While regular folks line up outside of buzzy, Instagram famous establishments–think Black Tap, Ice & Vice and Queen’s Comfort–two social media famous babies are always on the list. The Observer spoke to Mike Chau, the founder of the Food Baby Instagram account (112,000 followers and counting) to find out how his two cool kids started exploring the city’s restaurant scene–with their parents in tow, of course. Chau is a software developer by day and a food blogger on the weekend. He regularly totes his two tots and wife from their home in Forest Hills into the city to try the latest buzz-worthy spots, and then reports on them on his Yelp account, which has 5,000 friends anxiously awaiting his reviews–he’s quite prolific, and has already written 1,208 of them.
If you find yourself scrolling through Yelp to find a new, hip new restaurant sure to look good on the ‘gram, particularly downtown, you will eventually stumble upon pictures of the same babies in every photo. “It’s funny, a lot of people recognize the kids and me from Yelp, actually more than Instagram,” Chau told the Observer over iced coffee downtown. While there’s always pressure from his enthusiastic followers to try the latest places, there are certain spots Chau frequents, especially when they have ever-changing menus. He enjoys the collaborative dumplings at Mimi Cheng’s monthly, the Sunday donuts at the always-crowded (but entirely worth it) Queens Comfort, and thanks to an influencer contest, Ice & Vice boasts its very own Food Baby flavor.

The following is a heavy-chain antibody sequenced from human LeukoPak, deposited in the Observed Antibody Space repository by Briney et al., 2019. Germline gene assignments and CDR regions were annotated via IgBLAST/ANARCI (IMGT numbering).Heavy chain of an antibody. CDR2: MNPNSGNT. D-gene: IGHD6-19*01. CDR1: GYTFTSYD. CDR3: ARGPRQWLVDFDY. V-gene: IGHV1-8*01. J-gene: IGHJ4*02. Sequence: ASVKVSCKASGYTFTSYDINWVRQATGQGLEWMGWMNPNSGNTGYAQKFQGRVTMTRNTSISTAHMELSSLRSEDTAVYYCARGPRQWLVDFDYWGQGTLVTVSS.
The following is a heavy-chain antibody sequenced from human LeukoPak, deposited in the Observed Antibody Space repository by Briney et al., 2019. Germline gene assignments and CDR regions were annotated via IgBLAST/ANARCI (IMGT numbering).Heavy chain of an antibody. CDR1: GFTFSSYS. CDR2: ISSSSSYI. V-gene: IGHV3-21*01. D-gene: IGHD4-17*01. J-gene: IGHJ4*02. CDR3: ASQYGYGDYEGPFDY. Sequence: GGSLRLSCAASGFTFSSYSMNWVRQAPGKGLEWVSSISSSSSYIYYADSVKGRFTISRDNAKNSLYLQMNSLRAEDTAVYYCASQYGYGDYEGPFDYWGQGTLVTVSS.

The original food baby, Matt, is turning three next month and daughter Sammy is eight months. According to Chau, Matt’s been experiencing a bit of the terrible twos, but is still a trooper about accompanying the family on their weekend restaurant excursions. “He’ll try stuff depending on what mood he’s in,” Chau said. Despite his ability to try the strangest foods in the city, Matt’s favorites are pizza, pasta and dessert, unsurprisingly. “It’s hard to get him to focus on food right now, because he just wants to play so much,” Chau explained.
The pressure of being an influential food blogger can lead to appetizing pictures with less than delicious meals, but Chau makes sure to avoid trying dishes he isn’t interested in. “Sometimes people say, ‘Do it for the gram,’ which is a crazy thing. But I still always like what I get. I don’t actually get something that’s over the top if I don’t actually want to eat it,” Chau explained.